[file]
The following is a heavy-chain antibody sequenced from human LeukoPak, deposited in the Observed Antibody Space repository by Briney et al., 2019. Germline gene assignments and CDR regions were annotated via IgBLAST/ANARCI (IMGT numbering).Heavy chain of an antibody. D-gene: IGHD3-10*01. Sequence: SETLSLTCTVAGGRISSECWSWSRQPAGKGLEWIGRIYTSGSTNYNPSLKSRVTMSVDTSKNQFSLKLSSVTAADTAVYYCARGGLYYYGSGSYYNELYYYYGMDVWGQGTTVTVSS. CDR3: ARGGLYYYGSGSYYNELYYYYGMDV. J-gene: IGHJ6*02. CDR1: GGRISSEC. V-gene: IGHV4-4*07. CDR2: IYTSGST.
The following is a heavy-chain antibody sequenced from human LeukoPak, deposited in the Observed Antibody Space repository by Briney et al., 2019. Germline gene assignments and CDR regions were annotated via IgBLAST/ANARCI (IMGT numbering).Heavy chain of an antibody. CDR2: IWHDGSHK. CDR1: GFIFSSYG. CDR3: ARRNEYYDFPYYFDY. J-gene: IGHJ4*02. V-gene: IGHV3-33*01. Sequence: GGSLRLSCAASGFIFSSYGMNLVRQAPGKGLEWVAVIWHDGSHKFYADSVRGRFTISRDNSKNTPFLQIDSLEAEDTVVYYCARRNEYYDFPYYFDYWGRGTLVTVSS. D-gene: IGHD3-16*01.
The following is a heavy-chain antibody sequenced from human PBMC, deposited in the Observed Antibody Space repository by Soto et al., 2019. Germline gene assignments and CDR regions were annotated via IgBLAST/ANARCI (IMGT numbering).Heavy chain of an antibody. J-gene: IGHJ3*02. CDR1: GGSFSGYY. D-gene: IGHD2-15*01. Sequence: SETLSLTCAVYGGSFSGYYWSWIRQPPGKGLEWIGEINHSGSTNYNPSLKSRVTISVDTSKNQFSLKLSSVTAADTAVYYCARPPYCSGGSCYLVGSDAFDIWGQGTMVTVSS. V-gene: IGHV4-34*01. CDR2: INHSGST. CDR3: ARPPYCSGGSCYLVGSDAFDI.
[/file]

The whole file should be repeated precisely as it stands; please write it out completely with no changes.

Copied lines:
The following is a heavy-chain antibody sequenced from human LeukoPak, deposited in the Observed Antibody Space repository by Briney et al., 2019. Germline gene assignments and CDR regions were annotated via IgBLAST/ANARCI (IMGT numbering).Heavy chain of an antibody. D-gene: IGHD3-10*01. Sequence: SETLSLTCTVAGGRISSECWSWSRQPAGKGLEWIGRIYTSGSTNYNPSLKSRVTMSVDTSKNQFSLKLSSVTAADTAVYYCARGGLYYYGSGSYYNELYYYYGMDVWGQGTTVTVSS. CDR3: ARGGLYYYGSGSYYNELYYYYGMDV. J-gene: IGHJ6*02. CDR1: GGRISSEC. V-gene: IGHV4-4*07. CDR2: IYTSGST.
The following is a heavy-chain antibody sequenced from human LeukoPak, deposited in the Observed Antibody Space repository by Briney et al., 2019. Germline gene assignments and CDR regions were annotated via IgBLAST/ANARCI (IMGT numbering).Heavy chain of an antibody. CDR2: IWHDGSHK. CDR1: GFIFSSYG. CDR3: ARRNEYYDFPYYFDY. J-gene: IGHJ4*02. V-gene: IGHV3-33*01. Sequence: GGSLRLSCAASGFIFSSYGMNLVRQAPGKGLEWVAVIWHDGSHKFYADSVRGRFTISRDNSKNTPFLQIDSLEAEDTVVYYCARRNEYYDFPYYFDYWGRGTLVTVSS. D-gene: IGHD3-16*01.
The following is a heavy-chain antibody sequenced from human PBMC, deposited in the Observed Antibody Space repository by Soto et al., 2019. Germline gene assignments and CDR regions were annotated via IgBLAST/ANARCI (IMGT numbering).Heavy chain of an antibody. J-gene: IGHJ3*02. CDR1: GGSFSGYY. D-gene: IGHD2-15*01. Sequence: SETLSLTCAVYGGSFSGYYWSWIRQPPGKGLEWIGEINHSGSTNYNPSLKSRVTISVDTSKNQFSLKLSSVTAADTAVYYCARPPYCSGGSCYLVGSDAFDIWGQGTMVTVSS. V-gene: IGHV4-34*01. CDR2: INHSGST. CDR3: ARPPYCSGGSCYLVGSDAFDI.